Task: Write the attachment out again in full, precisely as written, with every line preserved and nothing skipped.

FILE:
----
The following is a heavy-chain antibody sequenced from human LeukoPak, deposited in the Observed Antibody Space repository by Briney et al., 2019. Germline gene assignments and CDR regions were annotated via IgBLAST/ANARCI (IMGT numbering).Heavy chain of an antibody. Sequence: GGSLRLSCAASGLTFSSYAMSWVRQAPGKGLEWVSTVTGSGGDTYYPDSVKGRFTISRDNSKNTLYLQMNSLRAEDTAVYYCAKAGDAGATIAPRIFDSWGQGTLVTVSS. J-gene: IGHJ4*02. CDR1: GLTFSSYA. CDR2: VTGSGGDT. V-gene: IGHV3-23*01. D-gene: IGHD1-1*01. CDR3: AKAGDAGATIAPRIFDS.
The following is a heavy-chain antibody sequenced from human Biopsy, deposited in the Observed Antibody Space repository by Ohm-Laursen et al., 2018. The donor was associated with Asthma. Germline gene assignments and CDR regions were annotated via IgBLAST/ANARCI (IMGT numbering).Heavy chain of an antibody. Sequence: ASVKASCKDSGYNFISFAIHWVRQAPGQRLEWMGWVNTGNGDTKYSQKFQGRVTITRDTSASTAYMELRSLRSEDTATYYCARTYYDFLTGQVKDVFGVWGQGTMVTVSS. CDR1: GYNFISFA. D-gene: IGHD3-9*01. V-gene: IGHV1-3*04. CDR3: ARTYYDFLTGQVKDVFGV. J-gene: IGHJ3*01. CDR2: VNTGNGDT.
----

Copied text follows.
The following is a heavy-chain antibody sequenced from human LeukoPak, deposited in the Observed Antibody Space repository by Briney et al., 2019. Germline gene assignments and CDR regions were annotated via IgBLAST/ANARCI (IMGT numbering).Heavy chain of an antibody. Sequence: GGSLRLSCAASGLTFSSYAMSWVRQAPGKGLEWVSTVTGSGGDTYYPDSVKGRFTISRDNSKNTLYLQMNSLRAEDTAVYYCAKAGDAGATIAPRIFDSWGQGTLVTVSS. J-gene: IGHJ4*02. CDR1: GLTFSSYA. CDR2: VTGSGGDT. V-gene: IGHV3-23*01. D-gene: IGHD1-1*01. CDR3: AKAGDAGATIAPRIFDS.
The following is a heavy-chain antibody sequenced from human Biopsy, deposited in the Observed Antibody Space repository by Ohm-Laursen et al., 2018. The donor was associated with Asthma. Germline gene assignments and CDR regions were annotated via IgBLAST/ANARCI (IMGT numbering).Heavy chain of an antibody. Sequence: ASVKASCKDSGYNFISFAIHWVRQAPGQRLEWMGWVNTGNGDTKYSQKFQGRVTITRDTSASTAYMELRSLRSEDTATYYCARTYYDFLTGQVKDVFGVWGQGTMVTVSS. CDR1: GYNFISFA. D-gene: IGHD3-9*01. V-gene: IGHV1-3*04. CDR3: ARTYYDFLTGQVKDVFGV. J-gene: IGHJ3*01. CDR2: VNTGNGDT.